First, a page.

Writing a novel is a mess right now. I’m close, but I’m not done yet. I’m not done yet, I’m not done.
I don’t know what I’m trying to say, is the truth of it. I don’t know what I should say. I don’t know what my words mean. I haven’t found the meaning yet, though I’m digging in the dirt still and I’ve pulled out some stones and I’ve got a good hole going, I’ve gone deep in places even though so much is still so shallow.
Writing a novel is the most difficult thing and also the easiest thing in the world, because what else can I do? I said it was a gift to be allowed and able to do this, didn’t I? I told myself to not forget that the last I wrote here, didn’t I?
The worst of it is wanting to say something important, something memorable, especially when you’re surrounded by a fog and your mouth is full of jelly and everything itches with possibility but you can’t scratch every spot, you only have two hands.
Writing a novel is a messy pursuit. This close to deadline I’ve taken to wearing the mess on my sleeve—hair a jumble, roots screaming, T-shirt occasionally on inside out and I don’t realize until hours later. Makeup? I laugh. Bumping into signposts on the street? Yes, that was me, I’ll try to pay better attention.
I used to tell myself I could not do something. I would set limits. I would say, “I am a slow writer. A good day is five hundred words.” Then I blast through that number with barely a glance over my shoulder and I realize I can do things I thought I couldn’t. And also, I put myself in a small box. And also, I don’t do well when there are rules. And also, every book is different and if you sit in the audience at an author panel you’ll hear that a thousand times and you’ll be like yeah, yeah, yeah, but in fact it’s true.
Writing a novel is an exercise in hope. You hope you can finish it, first off. If you have an agent or an editor, what you are hoping is that your agent or your editor will see a spark in there somewhere and help you finesse and dig it out. If you don’t have those people yet, you are hoping this novel will be the way to lasso them to you. If you are not yet published, you hope this will be the one. If you have been published before, you hope you won’t get kicked off the boat. You hope to not disappoint anyone. You hope to not disappoint yourself. You hope you will make it to your pub date and an actual book will come out. You hope, too, that you make it through the gauntlet of reviews. That people will read it. Yes, that actual living people will read it. Will anyone? Will anyone? Three years between books—is that too long, is that too late?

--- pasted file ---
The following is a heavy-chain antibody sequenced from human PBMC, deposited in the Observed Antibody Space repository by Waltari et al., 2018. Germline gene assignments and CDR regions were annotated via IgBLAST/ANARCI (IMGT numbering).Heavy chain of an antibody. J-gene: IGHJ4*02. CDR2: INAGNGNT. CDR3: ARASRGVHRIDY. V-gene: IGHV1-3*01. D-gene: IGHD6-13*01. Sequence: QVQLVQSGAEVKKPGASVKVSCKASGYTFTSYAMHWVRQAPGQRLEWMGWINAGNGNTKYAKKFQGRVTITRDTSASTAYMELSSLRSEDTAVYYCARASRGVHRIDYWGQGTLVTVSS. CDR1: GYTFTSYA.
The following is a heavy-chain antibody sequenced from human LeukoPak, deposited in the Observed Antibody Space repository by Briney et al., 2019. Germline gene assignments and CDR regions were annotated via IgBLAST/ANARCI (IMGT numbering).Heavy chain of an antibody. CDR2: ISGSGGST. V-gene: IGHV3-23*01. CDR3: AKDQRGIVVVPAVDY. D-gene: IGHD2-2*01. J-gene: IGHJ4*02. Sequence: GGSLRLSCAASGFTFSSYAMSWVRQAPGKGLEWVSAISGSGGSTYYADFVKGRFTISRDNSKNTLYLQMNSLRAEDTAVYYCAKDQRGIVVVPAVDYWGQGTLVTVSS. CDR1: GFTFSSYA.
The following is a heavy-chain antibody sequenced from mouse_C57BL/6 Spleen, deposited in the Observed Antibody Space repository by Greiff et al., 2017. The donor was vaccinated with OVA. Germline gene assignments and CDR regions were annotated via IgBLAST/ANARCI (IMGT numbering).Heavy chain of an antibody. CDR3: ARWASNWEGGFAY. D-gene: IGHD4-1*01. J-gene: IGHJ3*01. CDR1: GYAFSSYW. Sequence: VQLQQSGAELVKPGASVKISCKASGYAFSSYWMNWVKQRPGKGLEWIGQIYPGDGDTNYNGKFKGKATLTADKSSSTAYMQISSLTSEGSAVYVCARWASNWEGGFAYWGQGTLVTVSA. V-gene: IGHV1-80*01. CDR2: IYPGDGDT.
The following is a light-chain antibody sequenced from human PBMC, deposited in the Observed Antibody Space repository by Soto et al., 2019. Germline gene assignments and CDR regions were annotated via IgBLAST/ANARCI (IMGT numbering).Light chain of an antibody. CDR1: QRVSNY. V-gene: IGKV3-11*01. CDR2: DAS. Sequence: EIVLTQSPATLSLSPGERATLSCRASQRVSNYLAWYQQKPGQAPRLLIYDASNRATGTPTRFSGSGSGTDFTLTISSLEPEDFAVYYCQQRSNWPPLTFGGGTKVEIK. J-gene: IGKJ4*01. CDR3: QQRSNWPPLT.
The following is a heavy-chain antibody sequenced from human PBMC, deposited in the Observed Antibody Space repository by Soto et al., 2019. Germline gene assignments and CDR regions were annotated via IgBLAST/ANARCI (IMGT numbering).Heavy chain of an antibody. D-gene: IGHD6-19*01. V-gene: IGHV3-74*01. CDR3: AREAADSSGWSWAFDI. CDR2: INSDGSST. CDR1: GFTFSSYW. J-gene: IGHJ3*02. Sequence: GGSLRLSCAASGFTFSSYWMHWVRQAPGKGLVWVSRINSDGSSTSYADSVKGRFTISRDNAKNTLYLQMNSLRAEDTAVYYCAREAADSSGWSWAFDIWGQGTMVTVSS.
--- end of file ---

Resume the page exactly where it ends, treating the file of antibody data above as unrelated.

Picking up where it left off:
These are not things you should think about when you’re writing.
Instead think of how it will feel when it’s all over. Think of how you can print out the novel then, and allow it to take up physical space in the real world. Only the space of it. The weight of it in your hands. The weight of all your work. Lie down on a bed, set it on your stomach, feel it hold you steady. You did this. You wrote a novel.
There is one thing—well, a few things… but here’s just one—that I’m often asked about The Walls Around Us, and it’s about the books mentioned within the story. The books that appear in the library of the Aurora Hills Secure Juvenile Detention Center. The books that Amber wheels around on her book cart to each of the young female prisoners, to see if they might like to pick a title to read today. Here’s more on how and why I chose the books that appear in the story…
“Most girls weren’t too interested in spending voluntary time flapping the pages of some stale, old book, but there was always someone needing the escape like a gulp of fresh water in the desert. Besides, not every book in our library was old. Some were fresh faced and still had the new-paper smell, and reading a new book before anyone else got to was like getting the first hot lunch and not the murky, lukewarm depths of the middle of the line, or, worse, canned-bean cold like the last few trays.
“Some were books we shouldn’t have even had, judging by the well-thumbed sections paged down for sharing, but thinking of what some girls did under cover of a strategically draped blanket while reading a certain section of The Clan of the Cave Bear made me squeamish. The point is, every book we had could save us in a different way—only, we had to open it. We had to drop our eyes to the page and drink in the words that were there.”
—Amber, in The Walls Around Us
One of the questions I asked myself while writing The Walls Around Us was what would my crime be, if I were one of the girls locked up in Aurora Hills at thirteen or fourteen or fifteen? What might I have done to end up behind those walls?
Out of all the characters, Amber was the one I related to the most. I, too, had a stepfather I wished could have vanished from our lives, and I, too, found an escape in books and clung to them for many years as if they were a life raft. If I’d committed the crime Amber is accused of, if I’d found myself spending the rest of my teenage years locked up in Aurora Hills, I would have handled my time much the way she does: That book cart would have been my saving grace, my most precious thing.